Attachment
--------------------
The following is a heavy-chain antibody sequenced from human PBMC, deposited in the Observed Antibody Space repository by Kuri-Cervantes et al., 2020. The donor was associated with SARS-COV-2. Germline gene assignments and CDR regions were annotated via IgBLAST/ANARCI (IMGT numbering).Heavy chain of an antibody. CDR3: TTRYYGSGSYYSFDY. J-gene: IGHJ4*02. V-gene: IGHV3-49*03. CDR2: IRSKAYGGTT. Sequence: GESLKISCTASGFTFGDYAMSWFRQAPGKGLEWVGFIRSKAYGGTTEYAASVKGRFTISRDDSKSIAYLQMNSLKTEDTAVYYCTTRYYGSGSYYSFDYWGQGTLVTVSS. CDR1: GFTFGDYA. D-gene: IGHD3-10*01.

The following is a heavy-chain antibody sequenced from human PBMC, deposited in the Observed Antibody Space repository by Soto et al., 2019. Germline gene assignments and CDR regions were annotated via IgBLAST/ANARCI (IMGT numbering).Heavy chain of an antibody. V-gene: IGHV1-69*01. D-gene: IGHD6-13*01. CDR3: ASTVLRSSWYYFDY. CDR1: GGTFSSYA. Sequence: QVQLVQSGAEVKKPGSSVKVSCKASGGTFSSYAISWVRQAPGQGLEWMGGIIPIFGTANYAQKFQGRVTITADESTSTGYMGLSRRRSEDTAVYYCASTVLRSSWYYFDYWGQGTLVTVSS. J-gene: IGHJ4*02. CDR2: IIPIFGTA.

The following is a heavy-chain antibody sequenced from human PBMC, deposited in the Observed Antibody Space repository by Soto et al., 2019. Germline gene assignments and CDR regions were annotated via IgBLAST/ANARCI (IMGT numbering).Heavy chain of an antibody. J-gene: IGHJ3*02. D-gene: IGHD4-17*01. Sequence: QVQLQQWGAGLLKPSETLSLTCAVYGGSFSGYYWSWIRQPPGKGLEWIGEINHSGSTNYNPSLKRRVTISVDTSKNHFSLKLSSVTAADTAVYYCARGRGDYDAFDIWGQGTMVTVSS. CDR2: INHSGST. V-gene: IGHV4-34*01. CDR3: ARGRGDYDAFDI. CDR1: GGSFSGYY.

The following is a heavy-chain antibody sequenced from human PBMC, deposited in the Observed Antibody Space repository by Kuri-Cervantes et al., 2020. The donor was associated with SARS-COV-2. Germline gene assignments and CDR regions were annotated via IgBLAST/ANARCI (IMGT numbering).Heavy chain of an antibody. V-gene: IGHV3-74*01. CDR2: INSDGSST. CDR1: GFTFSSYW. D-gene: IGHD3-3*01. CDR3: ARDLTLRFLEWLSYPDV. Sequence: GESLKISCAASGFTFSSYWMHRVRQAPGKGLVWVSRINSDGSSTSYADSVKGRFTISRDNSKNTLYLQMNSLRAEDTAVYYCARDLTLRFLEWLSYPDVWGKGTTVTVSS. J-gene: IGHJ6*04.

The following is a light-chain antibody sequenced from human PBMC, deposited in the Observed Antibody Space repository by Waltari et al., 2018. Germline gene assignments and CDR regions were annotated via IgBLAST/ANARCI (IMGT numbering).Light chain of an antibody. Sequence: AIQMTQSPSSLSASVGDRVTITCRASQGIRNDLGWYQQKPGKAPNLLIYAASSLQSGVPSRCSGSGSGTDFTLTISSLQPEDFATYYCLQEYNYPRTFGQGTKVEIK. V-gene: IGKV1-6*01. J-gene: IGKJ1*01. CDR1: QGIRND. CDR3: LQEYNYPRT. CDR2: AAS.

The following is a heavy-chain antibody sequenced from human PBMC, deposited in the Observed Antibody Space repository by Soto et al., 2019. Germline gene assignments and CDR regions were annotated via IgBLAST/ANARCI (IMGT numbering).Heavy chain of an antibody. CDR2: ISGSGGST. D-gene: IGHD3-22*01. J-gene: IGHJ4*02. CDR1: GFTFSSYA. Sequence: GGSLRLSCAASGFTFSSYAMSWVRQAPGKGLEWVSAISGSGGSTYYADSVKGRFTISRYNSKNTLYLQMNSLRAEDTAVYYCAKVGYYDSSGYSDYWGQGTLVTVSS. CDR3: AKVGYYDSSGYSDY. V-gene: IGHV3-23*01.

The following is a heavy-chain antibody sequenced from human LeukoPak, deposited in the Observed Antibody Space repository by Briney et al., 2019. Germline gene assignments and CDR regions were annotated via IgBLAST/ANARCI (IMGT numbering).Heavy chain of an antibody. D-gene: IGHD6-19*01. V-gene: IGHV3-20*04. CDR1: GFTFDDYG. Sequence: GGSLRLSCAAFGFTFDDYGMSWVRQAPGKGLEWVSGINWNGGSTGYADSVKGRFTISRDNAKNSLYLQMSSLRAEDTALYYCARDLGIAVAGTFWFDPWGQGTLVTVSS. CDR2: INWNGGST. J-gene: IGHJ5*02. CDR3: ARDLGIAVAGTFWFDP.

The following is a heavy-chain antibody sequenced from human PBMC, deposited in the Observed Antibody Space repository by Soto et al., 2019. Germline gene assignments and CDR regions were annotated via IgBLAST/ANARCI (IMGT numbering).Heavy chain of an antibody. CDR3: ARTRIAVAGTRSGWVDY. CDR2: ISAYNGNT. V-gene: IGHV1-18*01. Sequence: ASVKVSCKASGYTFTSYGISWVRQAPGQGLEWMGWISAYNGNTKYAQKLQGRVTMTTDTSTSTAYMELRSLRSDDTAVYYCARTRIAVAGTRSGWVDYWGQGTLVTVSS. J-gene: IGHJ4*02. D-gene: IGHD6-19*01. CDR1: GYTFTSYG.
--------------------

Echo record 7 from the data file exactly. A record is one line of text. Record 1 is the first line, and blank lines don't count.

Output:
The following is a heavy-chain antibody sequenced from human LeukoPak, deposited in the Observed Antibody Space repository by Briney et al., 2019. Germline gene assignments and CDR regions were annotated via IgBLAST/ANARCI (IMGT numbering).Heavy chain of an antibody. D-gene: IGHD6-19*01. V-gene: IGHV3-20*04. CDR1: GFTFDDYG. Sequence: GGSLRLSCAAFGFTFDDYGMSWVRQAPGKGLEWVSGINWNGGSTGYADSVKGRFTISRDNAKNSLYLQMSSLRAEDTALYYCARDLGIAVAGTFWFDPWGQGTLVTVSS. CDR2: INWNGGST. J-gene: IGHJ5*02. CDR3: ARDLGIAVAGTFWFDP.